In addition to improving the generation and collection of accurate data, as well as employing full-time modellers, Barbara adds that there needs to be a dialogue between the model, theory, concept and the reality in the WWTW with its operational staff.

“Typically, the operational staff generate the data and they have to understand why that data is important. Additionally, clear modelling objectives that align with the priorities of the municipality or WWTW management will determine the level of detail required, and where the modelling efforts need to be focused.”

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Work done with eThekwini Municipality UKZN works very closely with eThekwini’s Process Engineering Services group, which works as an internal consultant to EWS. They have established a process modelling group, with support from UKZN, with the ambitious long-term aim of developing an integrated model of the metro’s entire wastewater system, eventually including sewers, treatment works and rivers. It is intended to be a decision support system for the municipality to plan and manage all aspects related to wastewater.

EWS has also collaborated with UKZN on several Water Research Commission-sponsored projects, including:

 • The potential for including modelling in the Green Drop programme: This project evaluated UCT’s capacity estimation tool, as well as the use of dynamic modelling for risk assessment. For example: the design capacity of a number of older plants is not known accurately, due to lost design plans; the importance of storing necessary equipment spares in case something fails; and the impact on a WWTW if the equipment has failed or is not running optimally.

• Using modelling to investigate the impact of low-flush toilets on sewers and treatment works: Low-flush toilets and other water-saving devices reduce the minimum flows in local reticulation, which can increase the risk of sewer clogging due to the deposition of solid material.

They also increase the concentration of the sewage under dry weather conditions, which can potentially lead to corrosion problems. It was furthermore found that low-flush toilets have little impact on peak flows, which are rather determined by stormwater ingress, and they do not increase the capacity of the system in terms of the population it can serve.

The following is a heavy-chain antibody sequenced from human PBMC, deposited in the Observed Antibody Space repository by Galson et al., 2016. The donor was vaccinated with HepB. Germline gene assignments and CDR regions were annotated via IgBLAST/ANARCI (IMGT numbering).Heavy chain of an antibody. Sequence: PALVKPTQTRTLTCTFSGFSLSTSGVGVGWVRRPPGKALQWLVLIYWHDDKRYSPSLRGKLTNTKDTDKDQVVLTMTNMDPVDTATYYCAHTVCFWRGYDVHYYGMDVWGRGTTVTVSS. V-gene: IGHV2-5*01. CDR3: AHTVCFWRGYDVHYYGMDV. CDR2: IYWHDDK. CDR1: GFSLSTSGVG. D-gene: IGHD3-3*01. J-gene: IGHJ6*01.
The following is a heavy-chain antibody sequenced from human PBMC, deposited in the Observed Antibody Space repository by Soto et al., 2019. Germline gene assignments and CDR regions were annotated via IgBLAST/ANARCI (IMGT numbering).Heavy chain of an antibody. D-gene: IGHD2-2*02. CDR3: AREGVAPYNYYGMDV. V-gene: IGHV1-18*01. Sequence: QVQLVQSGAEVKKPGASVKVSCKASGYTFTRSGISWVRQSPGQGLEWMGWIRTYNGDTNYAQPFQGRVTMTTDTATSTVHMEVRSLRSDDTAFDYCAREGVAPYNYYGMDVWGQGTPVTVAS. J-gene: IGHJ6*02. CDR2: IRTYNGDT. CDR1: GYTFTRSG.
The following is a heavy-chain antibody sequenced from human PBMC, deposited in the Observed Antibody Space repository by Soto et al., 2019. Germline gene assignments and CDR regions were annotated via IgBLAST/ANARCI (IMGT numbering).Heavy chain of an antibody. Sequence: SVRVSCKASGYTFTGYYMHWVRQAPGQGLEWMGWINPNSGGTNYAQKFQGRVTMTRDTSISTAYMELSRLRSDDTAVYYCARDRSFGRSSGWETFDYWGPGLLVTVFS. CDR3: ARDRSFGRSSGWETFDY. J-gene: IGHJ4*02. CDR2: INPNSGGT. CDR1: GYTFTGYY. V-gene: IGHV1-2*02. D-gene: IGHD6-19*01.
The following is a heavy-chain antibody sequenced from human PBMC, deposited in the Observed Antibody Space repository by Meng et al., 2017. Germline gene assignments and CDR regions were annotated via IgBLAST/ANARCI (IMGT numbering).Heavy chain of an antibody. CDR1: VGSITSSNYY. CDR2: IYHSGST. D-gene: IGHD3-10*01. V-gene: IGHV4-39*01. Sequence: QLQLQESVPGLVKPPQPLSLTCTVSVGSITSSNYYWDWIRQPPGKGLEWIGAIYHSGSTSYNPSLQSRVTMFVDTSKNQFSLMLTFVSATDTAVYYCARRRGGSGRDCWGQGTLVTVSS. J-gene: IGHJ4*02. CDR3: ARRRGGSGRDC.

Based on the modelling results, it was concluded that sewer design and maintenance guidelines need to be updated to account for increases in the efficiency of water use. UKZN is currently working with EWS on another Water Research Commission-funded project to provide modelling support to South African municipalities. One of the outputs of this project has been the launch of the WISA Modelling and Data (MAD) Division, which aims to facilitate the sharing of data and modelling expertise in the Southern African water sector. UKZN is also collaborating with EWS, UCT and Danish Technical University on a Danish International Development Aid-funded project called ‘Evaluation of Resource Recovery Alternatives in South African Water Treatment Systems’.

This project includes a modelling case study of eThekwini’s KwaMashu WWTW in Durban. Future trends With experience in the process modelling of wastewater treatment plants since 2005, Chris notes that while modelling software and knowledge in applying models have evolved over the years, the fundamentals of modelling have remained the same.

According to Barbara, there is a move towards integrated urban water system modelling, where the entire water system is modelled and water quality issues can be assessed in a holistic manner. “There is only a limited amount of improvement that can be made by solely focusing on WWTWs.”

Another international trend is digital twins, which provide a virtual representation of a real-world system, running in parallel to the actual system, thereby offering continuous operational guidance. Digital twins of WWTWs are running in China and some European countries. Real-time control (RTC) is when there is a direct link between the model and the WWTW, and a computer will make changes to the plant the moment a problem is detected.

“Digital twins and RTC are quite a few years away in South Africa; the immediate priority is to restore and improve the efficiency of our existing WWTWs around the country, and process modelling can definitely assist with that,” concludes Chris.

Chris Brouckaert, senior research fellow
at the UKZN WASH R&D Centre
Barbara Brouckaert, research fellow at the